What is Battery Swapping?
Battery swapping is an alternative that involves exchanging discharged batteries for charged ones. Battery swapping de-links the vehicle and fuel (in this case, the battery) and thereby leads to a reduction in the upfront cost of the vehicles.
Battery swapping is popularly used for smaller vehicles, such as two- and three-wheelers, which have smaller batteries that are easier to swap compared to other automotive segments where the same can be implemented mechanically.
Battery swapping offers three key advantages relative to charging—time-saving, space-efficient, and cost-effective—provided each swappable battery is actively used. Further, Battery swapping provides a level playing field to innovative and sustainable business models, such as ‘Battery as a Service’.
Considering the constraint of space in urban areas for setting up charging stations at scale, the Hon’ble Finance Minister in her Budget Speech of 2022–23 announced that the Union Government will introduce a Battery Swapping Policy and interoperability standards to improve efficiency in the EV ecosystem.
With regards to, battery as a service (BaaS), brands such as Ampere, Bounce Infinity, Okinawa, Ola and among others have already jumped into this model. Many other startups are also brainstorming – it is interesting to who is going to become Unicorn in BaaS.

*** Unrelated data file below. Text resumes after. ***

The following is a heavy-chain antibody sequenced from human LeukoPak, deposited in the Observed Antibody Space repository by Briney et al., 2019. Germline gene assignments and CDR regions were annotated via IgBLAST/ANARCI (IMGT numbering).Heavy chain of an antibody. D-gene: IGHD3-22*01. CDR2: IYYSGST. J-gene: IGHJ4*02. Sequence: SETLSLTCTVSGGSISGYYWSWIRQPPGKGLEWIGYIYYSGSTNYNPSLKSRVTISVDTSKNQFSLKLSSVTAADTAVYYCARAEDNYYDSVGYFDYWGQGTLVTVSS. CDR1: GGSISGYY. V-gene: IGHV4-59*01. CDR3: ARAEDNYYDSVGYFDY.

The overall vision is to catalyse the large-scale adoption of EVs by improving efficient and effective use of scarce resources (viz. public funds, land, and raw materials for advanced cell batteries) for the delivery of customer centric services.
- Promote swapping of batteries with Advanced Chemistry Cell (ACC) batteries to decouple battery costs from the upfront costs of purchasing EVs, thereby driving EV adoption.
- Offer flexibility to EV users by promoting the development of battery swapping as an alternative to charging facilities.
- Establish principles behind technical standards that would enable the interoperability of components within a battery swapping ecosystem, without hindering market-led innovation